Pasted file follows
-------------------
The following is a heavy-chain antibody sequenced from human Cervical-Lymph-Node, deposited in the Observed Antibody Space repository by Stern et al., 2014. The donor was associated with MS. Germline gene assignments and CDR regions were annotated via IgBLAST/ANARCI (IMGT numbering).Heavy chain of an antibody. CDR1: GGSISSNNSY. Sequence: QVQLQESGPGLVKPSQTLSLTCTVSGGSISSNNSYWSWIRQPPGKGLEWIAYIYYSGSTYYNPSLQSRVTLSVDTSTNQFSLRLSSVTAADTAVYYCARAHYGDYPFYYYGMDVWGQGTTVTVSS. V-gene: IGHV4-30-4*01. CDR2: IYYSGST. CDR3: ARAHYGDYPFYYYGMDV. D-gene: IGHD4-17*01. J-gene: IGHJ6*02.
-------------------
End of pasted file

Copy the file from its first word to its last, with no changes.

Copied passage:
The following is a heavy-chain antibody sequenced from human Cervical-Lymph-Node, deposited in the Observed Antibody Space repository by Stern et al., 2014. The donor was associated with MS. Germline gene assignments and CDR regions were annotated via IgBLAST/ANARCI (IMGT numbering).Heavy chain of an antibody. CDR1: GGSISSNNSY. Sequence: QVQLQESGPGLVKPSQTLSLTCTVSGGSISSNNSYWSWIRQPPGKGLEWIAYIYYSGSTYYNPSLQSRVTLSVDTSTNQFSLRLSSVTAADTAVYYCARAHYGDYPFYYYGMDVWGQGTTVTVSS. V-gene: IGHV4-30-4*01. CDR2: IYYSGST. CDR3: ARAHYGDYPFYYYGMDV. D-gene: IGHD4-17*01. J-gene: IGHJ6*02.